Odds and Ends From The MUSEUM!
By Trudy Wyman, Curator, Millinocket Historical Society Museum

Let’s take a look at Millinocket in the year 1920, one hundred years ago! The first electric lighting was installed by the Millinocket Light Company. That company replaced its acetylene plant at what was called “the gas house” with two General Electric generators. Citizens were happy to have the new electric lighting option as the former gas lights worked sporadically. The Great Northern had always produced their own electricity, but the townsfolk had to depend on the gas lights.
Dr. Bryant opened the first surgical hospital in town in 1920. He had gained medical experience during WWI and thought the town needed a hospital. His private hospital (also his residence) was at the corner of Central Street and Highland Avenue. It had eight beds, an operating room and an X-ray machine. Prior to this, all surgical patients and accident victims were transported to a hospital in Old Town via Bangor & Aroostook Railroad on stretchers in the baggage car. Some were transported on to Bangor via the Maine Central Railroad.
Another 1920 happening was the creation of a playground on one side of the local ball park. Playground equipment was purchased with a $600 appropriation from the town. GNP prepared the site, put in a cinder running track and built shelters. This playground opened July 6, 1920. Miss Dolloff was the director. The site was near Aroostook Avenue School.
GNP in 1920 gifted the town the use of a LaFrance combination pump, hose and chemical fire truck. It was so long it would not fit into the firehouse so GNP had an addition constructed on the back of the building. The truck had to exit onto Aroostook Avenue. This truck was the beginning of the replacement of the fire department’s horse-drawn fire wagons.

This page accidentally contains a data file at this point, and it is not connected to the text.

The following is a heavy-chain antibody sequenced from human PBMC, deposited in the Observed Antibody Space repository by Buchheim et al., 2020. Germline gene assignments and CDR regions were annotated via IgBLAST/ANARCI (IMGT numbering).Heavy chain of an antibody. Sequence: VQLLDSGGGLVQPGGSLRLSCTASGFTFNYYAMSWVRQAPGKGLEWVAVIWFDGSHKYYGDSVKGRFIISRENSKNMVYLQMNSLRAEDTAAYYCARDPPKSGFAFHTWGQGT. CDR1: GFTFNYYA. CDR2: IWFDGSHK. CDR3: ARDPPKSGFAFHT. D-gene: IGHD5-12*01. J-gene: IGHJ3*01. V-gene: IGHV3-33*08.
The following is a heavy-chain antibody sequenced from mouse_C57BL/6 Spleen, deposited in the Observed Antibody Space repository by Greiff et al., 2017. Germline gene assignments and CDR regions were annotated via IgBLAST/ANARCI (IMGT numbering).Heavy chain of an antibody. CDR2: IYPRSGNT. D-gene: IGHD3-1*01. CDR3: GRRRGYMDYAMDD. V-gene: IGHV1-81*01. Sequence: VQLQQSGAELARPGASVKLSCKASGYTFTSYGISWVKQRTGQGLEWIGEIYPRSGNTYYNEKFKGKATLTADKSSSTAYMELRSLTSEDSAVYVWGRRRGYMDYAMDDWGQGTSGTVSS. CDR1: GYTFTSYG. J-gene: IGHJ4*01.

The above information was gleaned from Millinocket, Magic City of Maine’s Wilderness by Dorothy Bowler Laverty. The museum has new reprints (paperback) of this book for sale, $25.00 each plus $5.00, SH if mailed. This is still the only written history of Millinocket. Laverty’s second book, So You Live in Millinocket (paperback and hardcover) is also available at the museum ($10.00 softcover, $15.00 hardcover, add $5 SH).
MHS is in the midst of its annual mailer campaign! Letters are going out to many previous donors (monetary and items), museum visitors and other contacts. If you do not receive a letter and wish to donate, see the address below. Thank you!

In the Museum Store!
*** Preowned yearbooks – $10.00 each.
*** Matted photos, various prices – GNP mill, Little Italy, river drives, Mt. Katahdin.
*** 2020 Calendars, a few left – Beyond the Mill ($10)
*** DVD’s from both Little Italy Part 1 and Part 2 are available at the museum ($15 each) or mail order ($15 each).
***Books available: “Within Katahdin’s Realm, Log Drives and Sporting Camps” (Bill Geller) $30.00; “Logging Towboats & Boom Jumpers” (Moody) $18.00; “Tanglefoot,” (Edwards) $15.00; “Millinocket” (D. Duplisea) $20.00; “A Little Taste of History” cookbooks – $15.00; both Laverty books; “No Time for Moss (McKeen) $15.00.
*** All items may be mailed – add $5 SH each item.
***Museum open Thurs., Fri., Sat. Noon – 3PM, weather permitting.
*** For information, groups or appointments, contact Curator Trudy Wyman, 723-5477 or trudy18@beeline-online.net or the Millinocket Historical Society, P. O. Box 11, on the web at www.millinockethistoricalsociety.org or on Facebook.